Materials Book

anybody know a good book for materials, processes, and picking materials for certain designs

For plastic materials I suggest you look at the book by John Brydson which is the industry ‘Bible’:

http://www.vonl.com/chips/plasmat7.htm

You can usually find it in any University library and Tech training establishments.
Regards,
Robin Enderby

Jim Lesko has a book, Industrial Design: Materials and Manufacturing, but he’s in the process of revising it. It’s not bad and it organizes the information in an interesting way. It’s worth looking at.

Many students and young professionals have asked me this same question and I have yet to find the “ultimate” book for industrial designers on good material and process selection (maybe I’ll have to write one - yeah righ, when I have the time).

But seriously, there isn’t always a straight forward answer to this. You choice of material and process is often driven by a whole series of issues ranging from part function and cost to manufacturing quantities and assembly issues.

Unfortunatley, most of the books out there are generally aimed at engineers and are very dry. They don’t delve too deeply into examples of why one material or process was chosen over another.

I know that I haven’t given you much of an answer, but a clue for me has been to look at the products around me and try to figure out why the manufacturers chose that material or process. A bigger hint is that sometimes they didn’t pick the right one. :wink:

I am working on a database of teaching materials that someday will become an online database for designers to reference. But in the meantime, check out the web sites of manufacturers like Bayer and GE Plastics to see how they are applying their materials.

Feel free to post with a specific application and maybe we can help further…

w

I have about the same question as boxty, but for materials apart from plastics and metals, cause for that I’ve a really good book from school. You think the one of Jim Lesko would work fine?

Thanks!

I can highly recommend Mass Production Technology by M. de Leeuw from the Carleton University Industrial Design Program. Im not sure if its available (i doubt it) anywhere else but the campus bookstore, but perhaps you can get it if you drop the ID dept. a line. www.id.carleton.ca

The first volume is all about materials, mostly plastics. everything from PP, PA, PMMA, PS, etc. covers standard uses, material specs, etc.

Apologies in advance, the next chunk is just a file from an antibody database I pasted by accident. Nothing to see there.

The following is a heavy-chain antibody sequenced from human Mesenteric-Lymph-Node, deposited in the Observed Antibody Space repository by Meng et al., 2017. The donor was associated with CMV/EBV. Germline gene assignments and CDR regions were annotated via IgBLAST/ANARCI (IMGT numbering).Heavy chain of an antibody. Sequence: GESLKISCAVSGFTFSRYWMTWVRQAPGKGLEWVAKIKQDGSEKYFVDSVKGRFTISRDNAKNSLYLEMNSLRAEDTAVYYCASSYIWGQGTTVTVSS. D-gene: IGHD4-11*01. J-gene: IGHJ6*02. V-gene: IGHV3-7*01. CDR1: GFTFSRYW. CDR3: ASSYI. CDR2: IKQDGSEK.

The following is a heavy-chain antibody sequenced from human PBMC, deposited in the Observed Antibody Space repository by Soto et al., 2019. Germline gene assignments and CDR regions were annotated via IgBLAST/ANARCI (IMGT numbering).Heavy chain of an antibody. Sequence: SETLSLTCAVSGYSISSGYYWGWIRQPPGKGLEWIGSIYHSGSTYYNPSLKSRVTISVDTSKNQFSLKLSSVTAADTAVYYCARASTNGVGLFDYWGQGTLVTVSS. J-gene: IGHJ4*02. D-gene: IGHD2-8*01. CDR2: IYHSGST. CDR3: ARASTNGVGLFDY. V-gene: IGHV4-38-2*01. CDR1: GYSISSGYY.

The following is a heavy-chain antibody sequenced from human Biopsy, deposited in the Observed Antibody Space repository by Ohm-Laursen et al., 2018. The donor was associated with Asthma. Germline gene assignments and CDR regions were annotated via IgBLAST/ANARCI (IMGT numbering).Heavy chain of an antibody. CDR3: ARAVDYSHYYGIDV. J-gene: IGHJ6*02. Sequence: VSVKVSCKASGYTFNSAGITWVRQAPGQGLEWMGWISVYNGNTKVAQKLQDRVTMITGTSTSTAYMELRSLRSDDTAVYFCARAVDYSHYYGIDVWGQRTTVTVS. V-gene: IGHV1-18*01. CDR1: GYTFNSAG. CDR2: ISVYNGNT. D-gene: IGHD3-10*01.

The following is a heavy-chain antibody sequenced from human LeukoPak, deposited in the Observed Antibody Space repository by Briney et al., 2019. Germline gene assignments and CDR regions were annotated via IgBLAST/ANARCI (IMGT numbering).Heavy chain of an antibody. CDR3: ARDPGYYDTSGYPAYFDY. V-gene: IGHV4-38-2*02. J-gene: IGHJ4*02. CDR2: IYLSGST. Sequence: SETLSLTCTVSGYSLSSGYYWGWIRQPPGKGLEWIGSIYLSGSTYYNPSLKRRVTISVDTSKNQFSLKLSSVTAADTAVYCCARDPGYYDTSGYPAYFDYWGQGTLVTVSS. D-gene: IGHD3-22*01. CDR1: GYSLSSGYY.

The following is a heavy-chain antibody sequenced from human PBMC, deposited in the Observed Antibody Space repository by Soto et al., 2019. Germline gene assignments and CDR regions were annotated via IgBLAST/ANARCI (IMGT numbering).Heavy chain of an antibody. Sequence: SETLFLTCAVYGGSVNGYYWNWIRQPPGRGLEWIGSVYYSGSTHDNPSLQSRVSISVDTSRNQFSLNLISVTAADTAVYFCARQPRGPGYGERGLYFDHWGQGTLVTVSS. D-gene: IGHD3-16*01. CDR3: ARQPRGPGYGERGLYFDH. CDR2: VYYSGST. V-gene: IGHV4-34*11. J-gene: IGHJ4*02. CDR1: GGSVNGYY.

The second volume covers manufacturing techiques including injection molding, blow molding, extrusion, sheet metal forming, slip casting, die casting etc. For each, there is a detailed explanation of the process, including diagrams of the molds and machines, and also includes handy formulas for draft angles, part thickness, etc.

I use these almost daily as a reference and havent yet found anything NOT covered by these book in my 5 year professional experience.

overall tone and language is pretty easy too. Mass Pro is a second year course so the books are targeted to non-pro designers giving a good intro and overivew of all the processes.

Best,

R

There are also all the books by Chris Lefteri, “Inspirational Materials for Design”. There is a book for each main materials groups, and the classification is made by production process. At the end, you get some details on processes, then it’s up to you to get more technical info.
It’s a good start to get a first orientation on processes, and there are usually quite a lot of references and links towards the end of the book to help you in further researches.
And the photos are beautiful sometimes :slight_smile:
There are books on:

  • Wood
  • Plastics (vol 1 and vol 2)
  • Glass
  • Ceramics
  • Metals
    and a good one will be out in June 2007 called “Making It: Manufacturing Techniques for Product Design”. sounds good, but we’ll just have to be a little patient…
    :smiley:

I’m reading one now that so far is pretty good as a general guide to the stuff ID’s are looking up all the time:
Process, Materials, Measurements - “All the details Industrial Designers need to know but can never find.”
From Rockport Publishers.

^ nice ID handbook to keep on hand.

^ nice ID handbook to keep on hand.

Oh I recommend Materials and Design (Ashby), it’s worth it’s weight.

http://www.amazon.com/Materials-Design-Science-Material-Selection/dp/0750655542/ref=pd_sxp_grid_i_2_2/105-3083221-5228434

…and CHEAP too.

→ I suppose this is gone?

Anyway… Anybody knows if both techniques ánd materials are discussed in “Materials and Design: The Art and Science of Material Selection in Product Design” by Michael Ashby and Kara Johnson, and does it contain materials apart from plastics and metals? More tips are still welcome…

Thanks!

I’d recommend Mike Ashby / Kara Johnson’s ‘Materials and Design’ for a general overview of materials, especially from an ID perspective where aesthetic characteristics are just as important as performance criteria, although I found coverage of wood and composites a bit thin.

If you want a bit more detail on the range of metals, plastics and wood materials available to industrial designers, with tips on handling design details in real products, have a look at Andrew Taylor’s booklets at www.design-bites.com. There’s also a booklet explaining ceramics and glass materials with processing tips.

In the Materials and Design book the Granta Cambridge Engineering Selector software is frequently used for material and process selection. (http://www.grantadesign.com)
Price; approximately 1000£ :confused: !! Are there any alternatives?